And we’re impressed. With both the food and the service. Leah handles all the tables by herself for the first hour or so till Emma arrives. The food looks beautiful. Perfect poached eggs. Bob has no trouble finding stuff to shoot. Leah pauses at one point to get her picture taken with two hot “Dutch Babies” ready to be served.
Me, I don’t know these Dutch babies. They are a sort of German pancake that I wasn’t familiar with, but lots of people here know them and love them. Served usually with lemon and powdered sugar (and syrup too if you’d like), they’re an unusual looking variation on a crepe. Sort of.
We alternate between talking to customers, trying to capture the scene and learning what makes this place special.
Shortly after 9, Paul Gerald arrives. He’s the author and publisher of Breakfast In Bridgetown (Portland is sometimes called the City of Bridges – ha!), he runs a website and tweets as “pdxbreakfastguy” (Portland often uses PDX, its airport code, as shorthand for the city.) He’s fun and quick, and he’s thought a lot about breakfast. He says he’s not a food critic at all, but a travel writer who learned to describe a place effectively by describing a meal, often breakfast, in that place. And he tells us how he quickly learned when he moved here from Memphis that Portland is a city that loves its morning meal.
We had planned to follow Paul to the studio where he tapes a podcast radio show, but there’s so much to shoot (and we don’t want to leave without eating something here ourselves), so I change our plans and decide to skip the podcast taping (even though it’s a show about breakfast!) and finish up here in style.
We spend a while in the kitchen watching the lead cook Mark and his Merry Men as they create all the beautiful plates. Mark is fast and efficient, and he makes me laugh. He isn’t hoping to be as wicked as Anthony Bourdain or as tireless as Bobby Flay or any of the Iron Chefs. He is just sad that he isn’t as smooth and sensuous as Giada DeLaurentiis! Oh, the Food Network!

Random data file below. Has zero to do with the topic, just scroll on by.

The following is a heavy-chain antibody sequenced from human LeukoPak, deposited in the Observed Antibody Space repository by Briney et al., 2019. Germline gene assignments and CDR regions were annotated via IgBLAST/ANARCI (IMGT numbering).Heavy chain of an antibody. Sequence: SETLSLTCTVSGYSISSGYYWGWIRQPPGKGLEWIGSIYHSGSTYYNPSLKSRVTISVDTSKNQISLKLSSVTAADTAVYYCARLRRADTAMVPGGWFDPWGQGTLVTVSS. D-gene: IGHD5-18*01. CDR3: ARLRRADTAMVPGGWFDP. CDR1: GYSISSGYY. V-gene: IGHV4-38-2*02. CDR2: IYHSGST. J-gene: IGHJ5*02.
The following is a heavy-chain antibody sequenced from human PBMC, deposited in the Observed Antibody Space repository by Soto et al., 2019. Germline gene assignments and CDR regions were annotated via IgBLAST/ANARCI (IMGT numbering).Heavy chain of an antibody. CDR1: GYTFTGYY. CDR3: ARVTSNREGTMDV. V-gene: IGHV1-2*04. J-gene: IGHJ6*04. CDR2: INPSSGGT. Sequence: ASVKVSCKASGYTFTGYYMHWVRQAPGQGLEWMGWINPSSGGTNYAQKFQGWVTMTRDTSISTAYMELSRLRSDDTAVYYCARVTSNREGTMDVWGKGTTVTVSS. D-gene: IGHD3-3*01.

It is a very busy day at Helser’s, the place is packed much of the morning. Bob and Glenn just shoot and shoot and shoot, and listen listen listen, climbing step-ladders for new higher angles, holding the boom above all the action, trying to capture some of the constant work both in the front of the house and in the kitchen. They are a great team.
[Sometimes Bob wears this utility belt, and today it sort of catches on his shirt, pulling up the bottom of his T-shirt, exposing some flesh on his lower back. It isn’t as revealing or gross as “plumber’s crack” or anything like that, but the goofy people at one table decide that Bob is their newest victim, and they start laughing and making merciless fun of our poor cameraman, even posing for mock Abu-Ghraib-style photos behind his back! Nothing is sacred these days, not even the mighty cameraman.]
When we’re nearly done, we stop to eat some breakfast. Those aforementioned Scotch eggs for me, salmon hash with poached eggs for Bob and spinach-mushroom-tomato Benedict for old Glenn.
Oh yes, the food here is good. We split a Dutch baby for dessert. Yes, this is the kind of restaurant that offers a variety of breakfast desserts, but we go for the baby instead.
We figure Leah is doing a bit of everything, so we ask her also to take our picture, sitting at the counter, our favorite seats in most of these breakfast places. At the counter, you get some of the making-of as well as the grub.
We set up some group photos of their crew too. A few of the shots are sedate and cool.
And a few are not so serious.
What could be better? Leah makes us a “nudge,” a coffee drink with brandy and creme de cocoa and kahlua, whipped cream and a wee bit of coffee. (She pronounces it not as “nudge” but “noodge” which makes it sound more potent, and she mixes a mean drink.) We split it three ways and go on our merry way, noodged out the door.